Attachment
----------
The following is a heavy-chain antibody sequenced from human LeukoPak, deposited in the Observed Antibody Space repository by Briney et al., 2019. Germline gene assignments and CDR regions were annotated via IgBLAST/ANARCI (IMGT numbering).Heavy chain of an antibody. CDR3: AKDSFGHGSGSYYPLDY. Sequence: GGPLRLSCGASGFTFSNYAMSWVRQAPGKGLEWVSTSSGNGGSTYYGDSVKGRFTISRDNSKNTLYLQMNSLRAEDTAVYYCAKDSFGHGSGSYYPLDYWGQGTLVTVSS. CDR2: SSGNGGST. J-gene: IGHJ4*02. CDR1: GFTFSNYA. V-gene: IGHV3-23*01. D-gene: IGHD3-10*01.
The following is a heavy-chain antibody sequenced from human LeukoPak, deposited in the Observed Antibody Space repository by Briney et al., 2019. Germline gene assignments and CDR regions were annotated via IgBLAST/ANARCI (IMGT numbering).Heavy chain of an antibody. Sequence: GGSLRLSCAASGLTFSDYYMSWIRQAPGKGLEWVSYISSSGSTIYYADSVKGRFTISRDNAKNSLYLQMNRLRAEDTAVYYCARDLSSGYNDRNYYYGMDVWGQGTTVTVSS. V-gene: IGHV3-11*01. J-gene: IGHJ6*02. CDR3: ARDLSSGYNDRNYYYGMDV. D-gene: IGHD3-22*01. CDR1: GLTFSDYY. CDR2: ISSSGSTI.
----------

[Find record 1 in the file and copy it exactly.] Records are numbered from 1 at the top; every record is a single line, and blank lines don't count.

The following is a heavy-chain antibody sequenced from human LeukoPak, deposited in the Observed Antibody Space repository by Briney et al., 2019. Germline gene assignments and CDR regions were annotated via IgBLAST/ANARCI (IMGT numbering).Heavy chain of an antibody. CDR3: AKDSFGHGSGSYYPLDY. Sequence: GGPLRLSCGASGFTFSNYAMSWVRQAPGKGLEWVSTSSGNGGSTYYGDSVKGRFTISRDNSKNTLYLQMNSLRAEDTAVYYCAKDSFGHGSGSYYPLDYWGQGTLVTVSS. CDR2: SSGNGGST. J-gene: IGHJ4*02. CDR1: GFTFSNYA. V-gene: IGHV3-23*01. D-gene: IGHD3-10*01.